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Hungarian thermal baths in difficulty in the face of the energy crisis


In antiquity with its 14 baths, Budapest was a center equaled only by Rome itself in terms of facilities of its kind. But in 2023, expensive to maintain because very energy-intensive, the Hungarian baths expect to see their bills explode.

They are one of Hungary's most famous attractions.

The whole world is familiar with its pastel buildings with Belle Époque or Art Nouveau architecture surrounding pools where chess players compete with bathing caps on their heads in water vapour.

Postcard of the country, the thermal baths are very energy-intensive and are currently fighting to stay in the landscape, between explosion of bills and economic gloom.

Indeed, running these mythical establishments "

should cost 170% more in 2023 compared to last year

", warns Edit Reffy, spokesperson for Budapest Spas, the company which manages the capital's thermal baths.


Managing the energy crisis is a major challenge

," she told AFP.

To cope with this, several cost-saving measures have been put in place (reduced service, covered outdoor swimming pools, etc.) and the prices of entrance tickets have been raised.

Read alsoThe baths of Budapest: our best addresses for thermal baths in the Hungarian capital

Several thermal baths have already closed

Entrance ticket prices for the baths have increased by 30%.


Thus, "


", the historic baths, mostly frequented by foreign customers, increased their tickets by "

more than 30%


Like the sulfur-smelling Szechenyi, adored by night owls for its frenzied parties, or the Gellert, which has become a world icon with its waters rich in calcium and magnesium in a curvaceous setting of turquoise mosaics.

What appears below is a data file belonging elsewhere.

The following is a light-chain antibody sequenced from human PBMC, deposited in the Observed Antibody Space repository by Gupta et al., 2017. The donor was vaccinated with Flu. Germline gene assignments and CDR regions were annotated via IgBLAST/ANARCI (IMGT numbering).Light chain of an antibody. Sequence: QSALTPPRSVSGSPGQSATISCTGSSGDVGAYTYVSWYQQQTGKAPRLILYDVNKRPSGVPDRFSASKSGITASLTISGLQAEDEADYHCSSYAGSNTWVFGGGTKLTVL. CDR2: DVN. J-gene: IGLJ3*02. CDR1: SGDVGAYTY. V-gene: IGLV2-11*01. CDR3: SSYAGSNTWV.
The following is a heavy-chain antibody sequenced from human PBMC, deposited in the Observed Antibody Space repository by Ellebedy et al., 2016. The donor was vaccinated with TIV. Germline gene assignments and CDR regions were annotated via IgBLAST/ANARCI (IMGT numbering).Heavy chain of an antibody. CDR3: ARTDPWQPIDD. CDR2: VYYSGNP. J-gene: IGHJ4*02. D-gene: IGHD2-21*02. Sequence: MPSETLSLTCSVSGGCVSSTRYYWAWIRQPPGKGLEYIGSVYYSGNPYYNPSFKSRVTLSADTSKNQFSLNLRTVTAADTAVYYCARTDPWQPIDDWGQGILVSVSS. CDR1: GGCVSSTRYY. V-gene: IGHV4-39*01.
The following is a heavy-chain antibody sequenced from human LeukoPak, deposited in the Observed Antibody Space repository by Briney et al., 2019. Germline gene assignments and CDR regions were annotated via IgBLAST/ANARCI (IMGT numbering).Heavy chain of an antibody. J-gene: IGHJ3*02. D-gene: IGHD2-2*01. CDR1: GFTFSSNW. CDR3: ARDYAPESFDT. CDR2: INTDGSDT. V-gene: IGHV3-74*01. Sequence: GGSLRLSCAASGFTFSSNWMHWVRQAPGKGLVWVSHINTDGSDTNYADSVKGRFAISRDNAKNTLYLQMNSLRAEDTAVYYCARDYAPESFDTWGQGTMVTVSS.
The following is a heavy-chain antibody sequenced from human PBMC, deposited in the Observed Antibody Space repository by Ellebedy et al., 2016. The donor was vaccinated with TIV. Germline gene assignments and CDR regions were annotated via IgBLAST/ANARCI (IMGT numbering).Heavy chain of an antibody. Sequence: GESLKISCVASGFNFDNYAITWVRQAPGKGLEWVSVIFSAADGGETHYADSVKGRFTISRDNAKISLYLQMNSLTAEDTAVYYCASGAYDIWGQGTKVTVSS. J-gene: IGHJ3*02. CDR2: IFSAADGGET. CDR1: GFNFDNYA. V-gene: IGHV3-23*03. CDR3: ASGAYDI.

Despite this price increase, attendance has almost returned to pre-pandemic levels (42 million visitors in 2019), according to industry professionals.

Less known, provincial establishments have been more affected by the crisis.

Some have been forced to close their doors, while a quarter of them have reduced their hours, Zoltan Kantas, head of the Association of Hungarian Baths, recently warned.

Developed in the plain of central Europe two thousand years ago by the Romans, the spa culture was then perpetuated by the Hungarians.

In the 16th century, the Ottomans built baths that are still in use today.

With nearly 1,300 sources of medicinal and thermal water, Hungary remains a less expensive destination than the European average and often spectacular.

Here we find the destination of Miskolctapolca (northeast), where you can take water in labyrinthine caves unique in Europe, with a healing climate.

Or the largest biologically active natural thermal lake in the world, in Heviz (southwest).

Its 4.4 hectares benefit from water heated by geothermal energy which does not drop below 22°C in winter and can reach 38°C in summer.

Read alsoThe largest hotel in Hungary closes its doors due to the energy crisis

Source: lefigaro

All news articles on 2023-03-23

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